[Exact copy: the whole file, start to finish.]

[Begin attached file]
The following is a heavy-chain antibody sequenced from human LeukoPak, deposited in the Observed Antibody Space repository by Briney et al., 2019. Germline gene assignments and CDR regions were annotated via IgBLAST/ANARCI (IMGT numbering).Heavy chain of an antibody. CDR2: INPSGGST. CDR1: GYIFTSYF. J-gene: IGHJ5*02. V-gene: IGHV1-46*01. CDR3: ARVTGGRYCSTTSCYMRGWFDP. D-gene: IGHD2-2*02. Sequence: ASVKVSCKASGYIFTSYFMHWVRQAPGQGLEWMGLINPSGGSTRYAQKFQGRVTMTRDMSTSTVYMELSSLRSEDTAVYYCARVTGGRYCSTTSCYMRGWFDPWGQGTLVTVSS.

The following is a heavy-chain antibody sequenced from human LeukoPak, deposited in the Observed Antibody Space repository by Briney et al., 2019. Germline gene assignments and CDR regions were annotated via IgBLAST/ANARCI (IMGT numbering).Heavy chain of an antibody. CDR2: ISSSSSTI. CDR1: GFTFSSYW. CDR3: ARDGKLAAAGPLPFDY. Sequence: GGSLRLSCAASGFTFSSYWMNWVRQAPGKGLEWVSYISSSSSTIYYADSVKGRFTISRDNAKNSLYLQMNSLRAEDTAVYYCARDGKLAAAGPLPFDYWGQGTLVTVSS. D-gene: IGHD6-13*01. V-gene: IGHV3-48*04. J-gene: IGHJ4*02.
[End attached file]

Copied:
The following is a heavy-chain antibody sequenced from human LeukoPak, deposited in the Observed Antibody Space repository by Briney et al., 2019. Germline gene assignments and CDR regions were annotated via IgBLAST/ANARCI (IMGT numbering).Heavy chain of an antibody. CDR2: INPSGGST. CDR1: GYIFTSYF. J-gene: IGHJ5*02. V-gene: IGHV1-46*01. CDR3: ARVTGGRYCSTTSCYMRGWFDP. D-gene: IGHD2-2*02. Sequence: ASVKVSCKASGYIFTSYFMHWVRQAPGQGLEWMGLINPSGGSTRYAQKFQGRVTMTRDMSTSTVYMELSSLRSEDTAVYYCARVTGGRYCSTTSCYMRGWFDPWGQGTLVTVSS.

The following is a heavy-chain antibody sequenced from human LeukoPak, deposited in the Observed Antibody Space repository by Briney et al., 2019. Germline gene assignments and CDR regions were annotated via IgBLAST/ANARCI (IMGT numbering).Heavy chain of an antibody. CDR2: ISSSSSTI. CDR1: GFTFSSYW. CDR3: ARDGKLAAAGPLPFDY. Sequence: GGSLRLSCAASGFTFSSYWMNWVRQAPGKGLEWVSYISSSSSTIYYADSVKGRFTISRDNAKNSLYLQMNSLRAEDTAVYYCARDGKLAAAGPLPFDYWGQGTLVTVSS. D-gene: IGHD6-13*01. V-gene: IGHV3-48*04. J-gene: IGHJ4*02.